How to Steal $4 Billion on One Blog Post

  • Comments: 3
  • Written on: May 18th, 2007

In an apparent rush to scoop the blogosphere, the blog Engadget managed to strip $4 billion of market capitalization off of Apple’s stock price in a mere 15 minutes – with a single blog post.

Engadget published what appeared to be a legitimate internal email memo from Apple stating that the release of the iPhone and the new Leopard OS were going to be delayed. The post read:

we have it on authority that as of today, the iPhone launch is being pushed back from June to… October, and Leopard is again seeing a delay, this time being pushed all the way back to January. Of 2008. The latest WWDC Leopard beta will still be handed out, but it looks like Apple-quality takes time, and we’re sure Jobs would remind everyone that it’s not always about “writing a check”, but just how much time are these two products really going to take?

Engadget elected to publish the email’s details, despite the fact no one was available from Apple to officially confirm or deny the message. A short time later, Apple brass launched a second message stating to employees that the first email was a hoax and was not a genuine corporate communication.

This means that someone with significant insider knowledge of what an internal Apple memo looks like, was able to penetrate the *awesome* inherent security (note sarcasm) of not just one Mac, but multiple macs to plant a fake corporate email message that was SO realistic that Apple’s own employees believed it and leaked it to a blog.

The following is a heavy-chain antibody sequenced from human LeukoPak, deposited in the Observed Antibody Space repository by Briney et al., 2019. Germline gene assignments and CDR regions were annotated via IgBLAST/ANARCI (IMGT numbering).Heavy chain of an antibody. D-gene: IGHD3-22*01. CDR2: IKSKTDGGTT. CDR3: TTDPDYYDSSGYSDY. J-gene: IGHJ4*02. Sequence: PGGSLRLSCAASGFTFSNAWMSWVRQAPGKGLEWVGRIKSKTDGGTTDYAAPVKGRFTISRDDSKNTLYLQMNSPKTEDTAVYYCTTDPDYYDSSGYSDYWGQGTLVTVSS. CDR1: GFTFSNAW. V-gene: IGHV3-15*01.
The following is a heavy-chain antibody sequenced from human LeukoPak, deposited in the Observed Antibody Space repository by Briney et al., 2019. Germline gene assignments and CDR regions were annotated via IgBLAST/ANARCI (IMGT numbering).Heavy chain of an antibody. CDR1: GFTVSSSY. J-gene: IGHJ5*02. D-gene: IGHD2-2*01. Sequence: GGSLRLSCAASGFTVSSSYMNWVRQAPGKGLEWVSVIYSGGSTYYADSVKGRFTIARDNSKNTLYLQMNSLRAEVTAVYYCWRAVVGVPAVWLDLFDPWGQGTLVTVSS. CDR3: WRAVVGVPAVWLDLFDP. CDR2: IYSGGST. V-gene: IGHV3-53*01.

Forget hacking into people’s online brokerage accounts – all you need to do is plant the right email on the right corporate network at the right time, and a hacker can make millions on perfectly legitimate stock purchases.

There are so many lapses in security and judgement in this story from start to finish – both on Apple’s end and on Engadget (who is defending their decision to release the information). There is no evidence that Engadget profited from the post in any way, but they just as easily could have been were the unwitting tool of someone else who did.

Incidents like this from a blog as highly respected as Engadget serve to cement the old media’s claim that the uncontrolled, unregulated, and in the end unaccountable blogosphere is about as reliable as a sundial in a dark room.

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